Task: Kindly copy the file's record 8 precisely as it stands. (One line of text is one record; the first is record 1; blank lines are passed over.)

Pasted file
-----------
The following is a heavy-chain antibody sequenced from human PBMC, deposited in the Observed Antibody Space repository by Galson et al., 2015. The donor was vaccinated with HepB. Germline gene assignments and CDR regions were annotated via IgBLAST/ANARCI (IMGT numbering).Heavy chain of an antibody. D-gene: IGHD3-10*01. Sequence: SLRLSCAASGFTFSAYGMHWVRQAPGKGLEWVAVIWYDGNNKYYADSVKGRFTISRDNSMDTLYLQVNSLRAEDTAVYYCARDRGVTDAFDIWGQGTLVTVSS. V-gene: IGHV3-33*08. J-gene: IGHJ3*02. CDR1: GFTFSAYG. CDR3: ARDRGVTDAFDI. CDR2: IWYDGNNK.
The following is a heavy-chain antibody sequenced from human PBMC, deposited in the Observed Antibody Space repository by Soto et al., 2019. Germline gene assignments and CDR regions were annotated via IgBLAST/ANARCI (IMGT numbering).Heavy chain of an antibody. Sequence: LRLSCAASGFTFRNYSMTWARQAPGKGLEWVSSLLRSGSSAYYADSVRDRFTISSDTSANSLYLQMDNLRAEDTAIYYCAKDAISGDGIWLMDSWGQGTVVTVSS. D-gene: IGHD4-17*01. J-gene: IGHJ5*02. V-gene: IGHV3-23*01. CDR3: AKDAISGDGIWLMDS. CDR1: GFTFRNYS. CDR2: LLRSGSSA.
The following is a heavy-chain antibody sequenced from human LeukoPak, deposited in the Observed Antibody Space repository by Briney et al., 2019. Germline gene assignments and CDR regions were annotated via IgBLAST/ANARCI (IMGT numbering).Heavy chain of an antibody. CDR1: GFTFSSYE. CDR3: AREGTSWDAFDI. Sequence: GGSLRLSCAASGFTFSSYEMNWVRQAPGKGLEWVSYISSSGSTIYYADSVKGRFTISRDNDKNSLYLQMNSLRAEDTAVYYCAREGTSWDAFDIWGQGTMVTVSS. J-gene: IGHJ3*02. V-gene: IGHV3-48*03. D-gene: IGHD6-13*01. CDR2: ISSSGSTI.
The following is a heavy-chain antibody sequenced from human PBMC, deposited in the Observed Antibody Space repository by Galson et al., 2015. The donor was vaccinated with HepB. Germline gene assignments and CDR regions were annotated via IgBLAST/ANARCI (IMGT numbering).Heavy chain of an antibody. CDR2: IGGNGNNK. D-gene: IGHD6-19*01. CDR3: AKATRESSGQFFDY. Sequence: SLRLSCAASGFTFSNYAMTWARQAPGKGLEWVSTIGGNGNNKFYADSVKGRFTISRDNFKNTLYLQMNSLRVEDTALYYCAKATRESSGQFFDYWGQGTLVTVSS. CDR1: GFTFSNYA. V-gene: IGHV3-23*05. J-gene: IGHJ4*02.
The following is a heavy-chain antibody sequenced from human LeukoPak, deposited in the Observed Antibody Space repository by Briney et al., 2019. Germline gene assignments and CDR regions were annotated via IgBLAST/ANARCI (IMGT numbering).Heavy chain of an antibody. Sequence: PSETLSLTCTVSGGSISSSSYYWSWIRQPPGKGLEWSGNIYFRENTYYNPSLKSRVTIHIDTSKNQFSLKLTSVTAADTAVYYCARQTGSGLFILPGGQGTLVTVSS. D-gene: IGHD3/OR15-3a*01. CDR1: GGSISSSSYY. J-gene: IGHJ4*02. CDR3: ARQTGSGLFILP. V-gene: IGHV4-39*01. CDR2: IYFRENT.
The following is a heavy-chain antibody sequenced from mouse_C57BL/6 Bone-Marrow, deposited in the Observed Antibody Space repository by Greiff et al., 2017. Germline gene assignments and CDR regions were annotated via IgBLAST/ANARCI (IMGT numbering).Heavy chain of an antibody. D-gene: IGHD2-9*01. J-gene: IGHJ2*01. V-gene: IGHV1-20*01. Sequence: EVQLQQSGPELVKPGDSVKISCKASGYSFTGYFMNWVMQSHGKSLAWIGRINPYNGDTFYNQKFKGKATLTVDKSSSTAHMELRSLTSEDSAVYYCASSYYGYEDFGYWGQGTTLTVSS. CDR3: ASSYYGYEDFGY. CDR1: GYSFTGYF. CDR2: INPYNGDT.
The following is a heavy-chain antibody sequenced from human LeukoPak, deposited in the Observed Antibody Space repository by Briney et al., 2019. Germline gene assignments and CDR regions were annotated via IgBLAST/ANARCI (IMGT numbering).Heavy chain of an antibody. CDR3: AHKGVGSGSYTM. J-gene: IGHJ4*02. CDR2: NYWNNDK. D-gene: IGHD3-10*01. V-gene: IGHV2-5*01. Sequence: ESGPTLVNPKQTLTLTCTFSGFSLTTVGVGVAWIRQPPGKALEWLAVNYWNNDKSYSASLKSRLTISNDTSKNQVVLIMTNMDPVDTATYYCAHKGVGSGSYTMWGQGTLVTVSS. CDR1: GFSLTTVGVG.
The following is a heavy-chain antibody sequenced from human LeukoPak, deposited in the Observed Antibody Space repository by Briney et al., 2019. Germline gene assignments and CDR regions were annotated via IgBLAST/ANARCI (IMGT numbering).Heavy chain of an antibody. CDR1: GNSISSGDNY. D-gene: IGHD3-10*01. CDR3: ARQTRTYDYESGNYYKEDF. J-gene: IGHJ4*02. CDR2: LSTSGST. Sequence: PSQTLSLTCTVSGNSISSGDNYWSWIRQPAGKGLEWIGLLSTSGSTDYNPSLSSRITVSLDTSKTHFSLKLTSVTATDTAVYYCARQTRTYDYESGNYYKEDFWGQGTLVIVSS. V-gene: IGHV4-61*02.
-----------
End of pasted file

The following is a heavy-chain antibody sequenced from human LeukoPak, deposited in the Observed Antibody Space repository by Briney et al., 2019. Germline gene assignments and CDR regions were annotated via IgBLAST/ANARCI (IMGT numbering).Heavy chain of an antibody. CDR1: GNSISSGDNY. D-gene: IGHD3-10*01. CDR3: ARQTRTYDYESGNYYKEDF. J-gene: IGHJ4*02. CDR2: LSTSGST. Sequence: PSQTLSLTCTVSGNSISSGDNYWSWIRQPAGKGLEWIGLLSTSGSTDYNPSLSSRITVSLDTSKTHFSLKLTSVTATDTAVYYCARQTRTYDYESGNYYKEDFWGQGTLVIVSS. V-gene: IGHV4-61*02.